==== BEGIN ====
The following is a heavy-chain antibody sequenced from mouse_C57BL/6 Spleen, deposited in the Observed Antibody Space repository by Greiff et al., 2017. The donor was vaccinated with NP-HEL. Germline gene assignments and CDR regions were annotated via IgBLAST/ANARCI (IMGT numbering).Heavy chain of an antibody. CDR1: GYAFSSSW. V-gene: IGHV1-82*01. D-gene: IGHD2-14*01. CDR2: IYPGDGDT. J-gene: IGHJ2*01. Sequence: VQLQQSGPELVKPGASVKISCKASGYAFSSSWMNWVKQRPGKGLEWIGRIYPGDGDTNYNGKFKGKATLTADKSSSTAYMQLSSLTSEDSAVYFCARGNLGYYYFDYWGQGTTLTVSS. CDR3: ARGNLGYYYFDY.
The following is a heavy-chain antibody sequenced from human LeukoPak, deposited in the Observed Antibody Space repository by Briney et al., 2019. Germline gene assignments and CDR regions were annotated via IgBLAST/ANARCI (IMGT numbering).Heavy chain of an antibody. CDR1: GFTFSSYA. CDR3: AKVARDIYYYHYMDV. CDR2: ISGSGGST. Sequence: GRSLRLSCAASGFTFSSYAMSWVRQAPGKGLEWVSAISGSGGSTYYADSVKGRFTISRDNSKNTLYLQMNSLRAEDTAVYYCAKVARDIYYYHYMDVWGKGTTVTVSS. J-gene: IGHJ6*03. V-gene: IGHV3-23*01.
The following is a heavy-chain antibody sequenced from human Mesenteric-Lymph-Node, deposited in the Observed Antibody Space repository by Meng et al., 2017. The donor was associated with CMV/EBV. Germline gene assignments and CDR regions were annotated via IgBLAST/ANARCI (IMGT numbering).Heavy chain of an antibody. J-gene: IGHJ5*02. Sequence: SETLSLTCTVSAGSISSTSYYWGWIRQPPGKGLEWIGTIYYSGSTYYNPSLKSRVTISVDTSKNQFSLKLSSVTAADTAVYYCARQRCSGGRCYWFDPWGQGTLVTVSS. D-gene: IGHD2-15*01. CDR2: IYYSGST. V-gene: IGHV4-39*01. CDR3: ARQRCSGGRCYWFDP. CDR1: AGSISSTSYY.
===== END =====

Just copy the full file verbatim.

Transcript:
The following is a heavy-chain antibody sequenced from mouse_C57BL/6 Spleen, deposited in the Observed Antibody Space repository by Greiff et al., 2017. The donor was vaccinated with NP-HEL. Germline gene assignments and CDR regions were annotated via IgBLAST/ANARCI (IMGT numbering).Heavy chain of an antibody. CDR1: GYAFSSSW. V-gene: IGHV1-82*01. D-gene: IGHD2-14*01. CDR2: IYPGDGDT. J-gene: IGHJ2*01. Sequence: VQLQQSGPELVKPGASVKISCKASGYAFSSSWMNWVKQRPGKGLEWIGRIYPGDGDTNYNGKFKGKATLTADKSSSTAYMQLSSLTSEDSAVYFCARGNLGYYYFDYWGQGTTLTVSS. CDR3: ARGNLGYYYFDY.
The following is a heavy-chain antibody sequenced from human LeukoPak, deposited in the Observed Antibody Space repository by Briney et al., 2019. Germline gene assignments and CDR regions were annotated via IgBLAST/ANARCI (IMGT numbering).Heavy chain of an antibody. CDR1: GFTFSSYA. CDR3: AKVARDIYYYHYMDV. CDR2: ISGSGGST. Sequence: GRSLRLSCAASGFTFSSYAMSWVRQAPGKGLEWVSAISGSGGSTYYADSVKGRFTISRDNSKNTLYLQMNSLRAEDTAVYYCAKVARDIYYYHYMDVWGKGTTVTVSS. J-gene: IGHJ6*03. V-gene: IGHV3-23*01.
The following is a heavy-chain antibody sequenced from human Mesenteric-Lymph-Node, deposited in the Observed Antibody Space repository by Meng et al., 2017. The donor was associated with CMV/EBV. Germline gene assignments and CDR regions were annotated via IgBLAST/ANARCI (IMGT numbering).Heavy chain of an antibody. J-gene: IGHJ5*02. Sequence: SETLSLTCTVSAGSISSTSYYWGWIRQPPGKGLEWIGTIYYSGSTYYNPSLKSRVTISVDTSKNQFSLKLSSVTAADTAVYYCARQRCSGGRCYWFDPWGQGTLVTVSS. D-gene: IGHD2-15*01. CDR2: IYYSGST. V-gene: IGHV4-39*01. CDR3: ARQRCSGGRCYWFDP. CDR1: AGSISSTSYY.